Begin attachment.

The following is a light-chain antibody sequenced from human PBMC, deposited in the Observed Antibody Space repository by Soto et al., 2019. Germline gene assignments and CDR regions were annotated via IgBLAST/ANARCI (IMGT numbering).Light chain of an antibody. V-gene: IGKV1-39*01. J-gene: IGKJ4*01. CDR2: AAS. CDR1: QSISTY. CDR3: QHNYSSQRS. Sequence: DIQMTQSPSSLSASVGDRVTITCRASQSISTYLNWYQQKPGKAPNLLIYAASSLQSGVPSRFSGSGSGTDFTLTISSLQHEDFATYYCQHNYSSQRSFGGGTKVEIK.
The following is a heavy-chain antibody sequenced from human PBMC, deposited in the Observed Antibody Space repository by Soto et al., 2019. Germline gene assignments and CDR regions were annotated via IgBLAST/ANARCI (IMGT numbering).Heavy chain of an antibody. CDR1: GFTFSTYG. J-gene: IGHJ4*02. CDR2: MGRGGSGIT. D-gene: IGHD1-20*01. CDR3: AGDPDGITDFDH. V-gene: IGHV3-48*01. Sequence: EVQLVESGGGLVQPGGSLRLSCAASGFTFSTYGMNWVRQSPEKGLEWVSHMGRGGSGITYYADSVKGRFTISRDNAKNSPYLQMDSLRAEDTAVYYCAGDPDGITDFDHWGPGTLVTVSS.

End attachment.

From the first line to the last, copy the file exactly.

The following is a light-chain antibody sequenced from human PBMC, deposited in the Observed Antibody Space repository by Soto et al., 2019. Germline gene assignments and CDR regions were annotated via IgBLAST/ANARCI (IMGT numbering).Light chain of an antibody. V-gene: IGKV1-39*01. J-gene: IGKJ4*01. CDR2: AAS. CDR1: QSISTY. CDR3: QHNYSSQRS. Sequence: DIQMTQSPSSLSASVGDRVTITCRASQSISTYLNWYQQKPGKAPNLLIYAASSLQSGVPSRFSGSGSGTDFTLTISSLQHEDFATYYCQHNYSSQRSFGGGTKVEIK.
The following is a heavy-chain antibody sequenced from human PBMC, deposited in the Observed Antibody Space repository by Soto et al., 2019. Germline gene assignments and CDR regions were annotated via IgBLAST/ANARCI (IMGT numbering).Heavy chain of an antibody. CDR1: GFTFSTYG. J-gene: IGHJ4*02. CDR2: MGRGGSGIT. D-gene: IGHD1-20*01. CDR3: AGDPDGITDFDH. V-gene: IGHV3-48*01. Sequence: EVQLVESGGGLVQPGGSLRLSCAASGFTFSTYGMNWVRQSPEKGLEWVSHMGRGGSGITYYADSVKGRFTISRDNAKNSPYLQMDSLRAEDTAVYYCAGDPDGITDFDHWGPGTLVTVSS.